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Kim G.-E.,Chonnam National University | Lee J.-H.,Chonnam National University | Jung S.-H.,Chonnam National University | Seo E.-S.,Chonnam National University | And 6 more authors.
Journal of Agricultural and Food Chemistry | Year: 2010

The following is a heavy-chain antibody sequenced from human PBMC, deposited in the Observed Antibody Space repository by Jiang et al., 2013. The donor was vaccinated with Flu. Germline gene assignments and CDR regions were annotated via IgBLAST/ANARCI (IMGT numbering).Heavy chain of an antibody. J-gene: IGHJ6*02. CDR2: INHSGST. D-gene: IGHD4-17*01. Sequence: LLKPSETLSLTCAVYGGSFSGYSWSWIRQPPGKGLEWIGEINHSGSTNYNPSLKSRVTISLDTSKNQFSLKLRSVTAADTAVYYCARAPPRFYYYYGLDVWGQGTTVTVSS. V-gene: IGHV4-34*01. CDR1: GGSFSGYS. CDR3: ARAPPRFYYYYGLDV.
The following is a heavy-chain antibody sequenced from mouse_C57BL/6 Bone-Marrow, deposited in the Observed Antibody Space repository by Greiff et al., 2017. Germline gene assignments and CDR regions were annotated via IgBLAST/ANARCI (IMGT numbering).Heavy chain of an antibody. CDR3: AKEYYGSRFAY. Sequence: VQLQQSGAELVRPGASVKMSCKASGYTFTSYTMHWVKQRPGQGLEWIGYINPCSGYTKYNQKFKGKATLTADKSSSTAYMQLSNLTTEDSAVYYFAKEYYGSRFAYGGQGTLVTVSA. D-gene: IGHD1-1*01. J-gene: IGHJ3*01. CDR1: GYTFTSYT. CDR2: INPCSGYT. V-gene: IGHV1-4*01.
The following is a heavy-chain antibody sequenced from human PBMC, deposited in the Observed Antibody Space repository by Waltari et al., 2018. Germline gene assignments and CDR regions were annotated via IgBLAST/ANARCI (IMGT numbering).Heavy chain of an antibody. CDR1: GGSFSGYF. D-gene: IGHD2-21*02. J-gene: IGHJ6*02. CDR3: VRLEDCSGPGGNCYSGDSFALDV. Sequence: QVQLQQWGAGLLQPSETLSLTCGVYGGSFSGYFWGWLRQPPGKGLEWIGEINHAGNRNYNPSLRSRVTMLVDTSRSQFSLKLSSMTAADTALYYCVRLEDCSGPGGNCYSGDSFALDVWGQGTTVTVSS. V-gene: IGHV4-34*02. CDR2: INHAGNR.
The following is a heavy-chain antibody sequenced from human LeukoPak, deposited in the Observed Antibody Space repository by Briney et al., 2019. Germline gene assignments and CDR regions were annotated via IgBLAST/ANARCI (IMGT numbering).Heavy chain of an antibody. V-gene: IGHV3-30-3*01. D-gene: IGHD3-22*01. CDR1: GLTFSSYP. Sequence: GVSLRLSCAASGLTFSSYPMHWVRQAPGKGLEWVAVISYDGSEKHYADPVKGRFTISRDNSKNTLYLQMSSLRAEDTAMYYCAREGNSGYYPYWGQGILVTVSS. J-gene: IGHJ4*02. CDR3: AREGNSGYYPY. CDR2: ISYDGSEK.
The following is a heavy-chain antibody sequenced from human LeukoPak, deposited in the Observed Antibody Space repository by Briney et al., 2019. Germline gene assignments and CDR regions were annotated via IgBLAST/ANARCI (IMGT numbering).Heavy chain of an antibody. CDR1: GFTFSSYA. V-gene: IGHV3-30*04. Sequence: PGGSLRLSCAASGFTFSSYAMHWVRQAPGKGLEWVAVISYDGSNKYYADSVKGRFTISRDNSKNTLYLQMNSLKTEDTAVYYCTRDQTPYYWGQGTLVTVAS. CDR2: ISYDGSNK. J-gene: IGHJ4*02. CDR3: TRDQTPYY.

Hydroquinone galactoside (HQ-Gal) as a potential skin whitening agent was synthesized by the reaction of lactase (β-galactosidase) from Kluyveromyces lactis, Aspergillus oryzae, Bacillus circulans, and Thermus sp. with lactose as a donor and HQ as an acceptor. Among these lactases, the acceptor reaction involving HQ and lactose with K. lactis lactase showed a higher conversion ratio to HQ-Gal (60.27%). HQ-Gal was purified using butanol partitioning and silica gel column chromatography. The structure of the purified HQ-Gal was determined by nuclear magnetic resonance, and the ionic product was observed at m/z 295 (C12H16O7Na)+ using matrix assisted laser desorption ionization time-of-flight mass spectrometry. HQ-Gal was identified as 4-hydroxyphenyl-β-d-galactopyranoside. The optimum conditions for HQ-Gal synthesis by K. lactis determined using response surface methodology were 50 mM HQ, 60 mM lactose, and 20 U mL-1 lactase. These conditions produced a yield of 2.01 g L-1 HQ-Gal. The half maximal inhibitory concentration (IC50) of diphenylpicrylhydrazyl scavenging activity was 3.31 mM, indicating a similar antioxidant activity compared to β-arbutin (IC50 = 3.95 mM). The Ki value of HQ-Gal (0.75 mM) against tyrosinase was smaller than that of β-arbutin (K i = 1.97 mM), indicating its superiority as an inhibitor. HQ-Gal inhibited (23%) melanin synthesis without being significantly toxic to the cells, while β-arbutin exhibited only 8% reduction of melanin synthesis in B16 melanoma cells compared with the control. These results indicate that HQ-Gal may be a suitable functional component in the cosmetics industry. © 2010 American Chemical Society. Source